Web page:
What is Pragmatic Philosophy?

Pragmatic is a philosophy that focuses on how we use language in real-world contexts. It is an alternative to other philosophies of language, such as semantics and syntax. Pragmatics studies the interaction between a speaker and the people they are communicating with. It deals with pragmatically determined meaning, whereas semantics and syntax deal with the literal meaning of words.

The philosophical doctrine of pragmatism was developed in the late 19th century in the United States by philosophers Charles Sanders Peirce, psychologist William James, and educational reformer John Dewey. Other academics such as psychologist and sociologist Arthur F. Bentley and anthropologist Chauncey Wright have also contributed to the doctrine.

A person who is pragmatic is concerned more with results and consequences than with what should be or could be. A pragmatic person is more likely to agree with a policy that works for most people than to argue over the perfect moral solution to a problem.

In education, a pragmatic approach is one that emphasizes experiential learning and problem-based learning. It is often used to teach subjects that are difficult to learn through traditional methods, such as advanced mathematics or theoretical physics. Experiential learning and problem-based learning can be difficult to implement in a school system, though, as it may require more time than other instructional approaches.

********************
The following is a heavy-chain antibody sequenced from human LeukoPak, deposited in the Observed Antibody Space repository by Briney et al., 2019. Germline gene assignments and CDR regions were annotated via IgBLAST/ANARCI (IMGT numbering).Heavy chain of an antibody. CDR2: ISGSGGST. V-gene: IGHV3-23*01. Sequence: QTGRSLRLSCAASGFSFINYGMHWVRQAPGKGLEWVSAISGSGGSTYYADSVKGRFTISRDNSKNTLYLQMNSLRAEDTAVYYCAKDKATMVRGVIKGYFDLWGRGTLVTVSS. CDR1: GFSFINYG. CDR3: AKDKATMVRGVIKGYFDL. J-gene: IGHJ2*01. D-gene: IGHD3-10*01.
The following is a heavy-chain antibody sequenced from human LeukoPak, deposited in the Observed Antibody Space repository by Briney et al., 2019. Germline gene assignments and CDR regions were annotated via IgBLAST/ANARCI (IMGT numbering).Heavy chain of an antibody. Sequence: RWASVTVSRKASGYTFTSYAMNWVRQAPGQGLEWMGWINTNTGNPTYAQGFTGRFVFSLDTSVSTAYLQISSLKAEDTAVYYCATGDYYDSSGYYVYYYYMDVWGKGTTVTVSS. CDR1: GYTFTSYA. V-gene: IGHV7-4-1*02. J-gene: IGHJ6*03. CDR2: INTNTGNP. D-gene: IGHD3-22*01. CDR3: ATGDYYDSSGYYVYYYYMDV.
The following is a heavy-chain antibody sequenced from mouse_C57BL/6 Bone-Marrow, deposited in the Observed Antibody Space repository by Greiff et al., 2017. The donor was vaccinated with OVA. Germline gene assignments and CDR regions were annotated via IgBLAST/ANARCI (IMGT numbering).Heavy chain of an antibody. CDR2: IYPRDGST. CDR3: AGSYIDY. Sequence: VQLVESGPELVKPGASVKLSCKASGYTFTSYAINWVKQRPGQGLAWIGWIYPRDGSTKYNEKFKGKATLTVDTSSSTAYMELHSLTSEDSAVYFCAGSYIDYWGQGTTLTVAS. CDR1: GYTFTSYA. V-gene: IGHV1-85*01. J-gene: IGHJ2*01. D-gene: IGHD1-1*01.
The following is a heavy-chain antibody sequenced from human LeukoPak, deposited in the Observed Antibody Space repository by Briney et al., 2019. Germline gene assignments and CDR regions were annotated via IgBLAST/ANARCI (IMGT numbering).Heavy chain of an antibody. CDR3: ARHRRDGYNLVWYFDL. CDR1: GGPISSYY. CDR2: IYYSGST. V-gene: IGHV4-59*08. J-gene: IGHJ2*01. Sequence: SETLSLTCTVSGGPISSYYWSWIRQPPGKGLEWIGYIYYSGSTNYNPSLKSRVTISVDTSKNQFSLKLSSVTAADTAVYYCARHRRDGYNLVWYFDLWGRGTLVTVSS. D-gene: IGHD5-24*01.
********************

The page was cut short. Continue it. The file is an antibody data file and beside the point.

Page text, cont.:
One problem with a pragmatic approach is that it can sometimes overlook the importance of subjects and ideas that do not have immediate practical applications, such as a subject like music or art. This approach can also overlook the value of subjects that contribute to intellectual growth and cultural enrichment, such as foreign languages or history.

Pragmatism also does not address questions of the final ‘truth’ of research outcomes. This can be problematic when it comes to research, because researchers must be able to trust the quality of their research findings. This can be challenging, especially if a researcher does not have enough experience or expertise to make sure that their conclusions are valid.

A pragmatist researcher will take action to solve a particular problem, but will recognize that he or she does not have the complete information needed to resolve the issue completely. The pragmatist will not try to determine what the absolute correct solution is, but rather will search for ways to make progress in solving the problem using available resources (Biesta 2010). This logical stance can be helpful when addressing complex social problems, such as the implementation of a new healthcare initiative, but it is less useful for attempting to find incontrovertible answers or best practices to a specific question. (Hammond, 2015). A pragmatist will also see knowledge as fallible and that it can be altered through further research or even by the actions of others. (Morgan, 2014a).